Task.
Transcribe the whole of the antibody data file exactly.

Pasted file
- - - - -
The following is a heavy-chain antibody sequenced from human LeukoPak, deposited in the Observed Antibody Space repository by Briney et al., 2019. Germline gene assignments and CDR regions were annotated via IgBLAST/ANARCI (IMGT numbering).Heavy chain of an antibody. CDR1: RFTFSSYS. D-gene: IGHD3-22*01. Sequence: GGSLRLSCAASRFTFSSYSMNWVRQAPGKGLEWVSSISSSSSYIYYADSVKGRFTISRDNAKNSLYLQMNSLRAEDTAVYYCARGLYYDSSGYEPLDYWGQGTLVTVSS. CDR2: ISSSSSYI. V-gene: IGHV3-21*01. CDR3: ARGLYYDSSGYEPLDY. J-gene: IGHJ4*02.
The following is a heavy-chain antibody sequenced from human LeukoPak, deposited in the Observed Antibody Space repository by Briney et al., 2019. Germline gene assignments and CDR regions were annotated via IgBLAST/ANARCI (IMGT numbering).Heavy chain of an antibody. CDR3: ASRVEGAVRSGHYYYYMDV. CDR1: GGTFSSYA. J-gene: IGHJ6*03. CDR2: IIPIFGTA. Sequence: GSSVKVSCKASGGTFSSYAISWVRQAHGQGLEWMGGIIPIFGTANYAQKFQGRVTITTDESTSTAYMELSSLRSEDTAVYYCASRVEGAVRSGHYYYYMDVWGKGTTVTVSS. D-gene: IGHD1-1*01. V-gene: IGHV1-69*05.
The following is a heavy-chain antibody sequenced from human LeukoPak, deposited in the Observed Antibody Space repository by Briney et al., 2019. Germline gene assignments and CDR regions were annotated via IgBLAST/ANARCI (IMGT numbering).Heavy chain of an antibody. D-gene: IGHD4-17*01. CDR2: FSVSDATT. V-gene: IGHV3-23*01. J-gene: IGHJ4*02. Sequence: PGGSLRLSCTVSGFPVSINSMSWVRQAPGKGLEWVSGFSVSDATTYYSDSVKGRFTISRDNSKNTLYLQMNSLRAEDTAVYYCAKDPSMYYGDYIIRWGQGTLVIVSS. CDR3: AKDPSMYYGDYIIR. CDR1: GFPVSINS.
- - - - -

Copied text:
The following is a heavy-chain antibody sequenced from human LeukoPak, deposited in the Observed Antibody Space repository by Briney et al., 2019. Germline gene assignments and CDR regions were annotated via IgBLAST/ANARCI (IMGT numbering).Heavy chain of an antibody. CDR1: RFTFSSYS. D-gene: IGHD3-22*01. Sequence: GGSLRLSCAASRFTFSSYSMNWVRQAPGKGLEWVSSISSSSSYIYYADSVKGRFTISRDNAKNSLYLQMNSLRAEDTAVYYCARGLYYDSSGYEPLDYWGQGTLVTVSS. CDR2: ISSSSSYI. V-gene: IGHV3-21*01. CDR3: ARGLYYDSSGYEPLDY. J-gene: IGHJ4*02.
The following is a heavy-chain antibody sequenced from human LeukoPak, deposited in the Observed Antibody Space repository by Briney et al., 2019. Germline gene assignments and CDR regions were annotated via IgBLAST/ANARCI (IMGT numbering).Heavy chain of an antibody. CDR3: ASRVEGAVRSGHYYYYMDV. CDR1: GGTFSSYA. J-gene: IGHJ6*03. CDR2: IIPIFGTA. Sequence: GSSVKVSCKASGGTFSSYAISWVRQAHGQGLEWMGGIIPIFGTANYAQKFQGRVTITTDESTSTAYMELSSLRSEDTAVYYCASRVEGAVRSGHYYYYMDVWGKGTTVTVSS. D-gene: IGHD1-1*01. V-gene: IGHV1-69*05.
The following is a heavy-chain antibody sequenced from human LeukoPak, deposited in the Observed Antibody Space repository by Briney et al., 2019. Germline gene assignments and CDR regions were annotated via IgBLAST/ANARCI (IMGT numbering).Heavy chain of an antibody. D-gene: IGHD4-17*01. CDR2: FSVSDATT. V-gene: IGHV3-23*01. J-gene: IGHJ4*02. Sequence: PGGSLRLSCTVSGFPVSINSMSWVRQAPGKGLEWVSGFSVSDATTYYSDSVKGRFTISRDNSKNTLYLQMNSLRAEDTAVYYCAKDPSMYYGDYIIRWGQGTLVIVSS. CDR3: AKDPSMYYGDYIIR. CDR1: GFPVSINS.